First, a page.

Newark, NJ & Bronx, NY Lightning & Storm, Jun 1936

Lightning Kills Three in Storm; Churches, Schools and Homes Hit

PWA Worker, in the Bronx and Two Linemen in Newark Are
Victims — Thousands of Dollars' Damage Caused by Bolts
and Fire — Today to Be Partly Cloudy

Lightning struck furiously at the
metropolitan area yesterday morning
in the most severe electrical
storm this year. Bolts of lightning
killed two electrical workers near
Newark and a PWA worker in the
Bronx. They struck two schools,
several church steeples and caused
numerous small fires.
Sweeping down overnight from
the up-state and West, the storm
caused thousands of dollars' damage
in burned barns, cattle sheds,
warehouses and mills, but also
brought needed rain to crops and
pastures. The storm arrived over
this city at 9:20 A. M., on a thirtysix-
mile wind, and dwindled in intensity
through the early afternoon
as it passed out to sea.
The Bronx victim was Victor
Pierson, 48 years old, of 761 Courtlandt
Avenue, employed on the
Marine Academy project at Fort
Schuyler. He was in a shack checking
lumber with Peter Rogan, another
employe, at about 10:40 A. M.,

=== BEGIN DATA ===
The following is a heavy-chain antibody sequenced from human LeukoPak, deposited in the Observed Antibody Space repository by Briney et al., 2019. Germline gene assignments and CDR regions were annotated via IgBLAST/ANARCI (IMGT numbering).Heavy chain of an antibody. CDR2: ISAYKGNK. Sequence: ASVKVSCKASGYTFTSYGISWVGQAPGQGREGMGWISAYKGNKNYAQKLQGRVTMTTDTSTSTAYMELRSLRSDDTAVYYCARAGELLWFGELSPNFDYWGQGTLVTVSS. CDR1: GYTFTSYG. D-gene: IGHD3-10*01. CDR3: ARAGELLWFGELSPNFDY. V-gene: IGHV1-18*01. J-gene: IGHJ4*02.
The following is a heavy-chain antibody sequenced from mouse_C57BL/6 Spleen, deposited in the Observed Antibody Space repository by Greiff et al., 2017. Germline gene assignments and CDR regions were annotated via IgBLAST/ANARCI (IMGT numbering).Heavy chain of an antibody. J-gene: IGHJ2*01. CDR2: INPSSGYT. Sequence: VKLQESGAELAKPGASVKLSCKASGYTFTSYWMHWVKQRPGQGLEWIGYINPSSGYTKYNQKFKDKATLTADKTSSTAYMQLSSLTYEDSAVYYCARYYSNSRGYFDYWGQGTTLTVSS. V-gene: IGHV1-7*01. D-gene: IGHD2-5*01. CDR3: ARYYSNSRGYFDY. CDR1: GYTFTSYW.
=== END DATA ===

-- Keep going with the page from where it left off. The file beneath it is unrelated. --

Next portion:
when the bolt struck and knocked
Pierson unconscious.
Rogan, who was uninjured, ran
for help. A police emergency crew
and first-aid workers applied treatment
until after 1 o'clock when
Pierson was pronounced dead.
While two employes of the Public
Service Gas and Electric Company
were making repairs to an
underground cable in a ditch beneath
a tree in Weequahic Park,
near Newark, a bolt struck the
tree, shot through the men and
passed into the underground cable.
The two men were killed instantly.
They were Alexander Beveridge,
36, of 187 Windsor Street, Kearny,
father of three children, and Robert
Melville, 28, of 2 Ridge Road,
North Arlington, father of one
child.
Other bolts of lightning struck
the parochial school of Our Lady of
Angels at Seventy-fourth Street and
Fourth Avenue, Brooklyn, and Public
School 3 at Seaview Avenue and
Old Bergen Road, Jersey City.
Bricks and mortar were knocked
from the roofs. About 1,000 children
in the parochial school were
kept under control by their teachers.

June 19, 1936 edition of The New York Times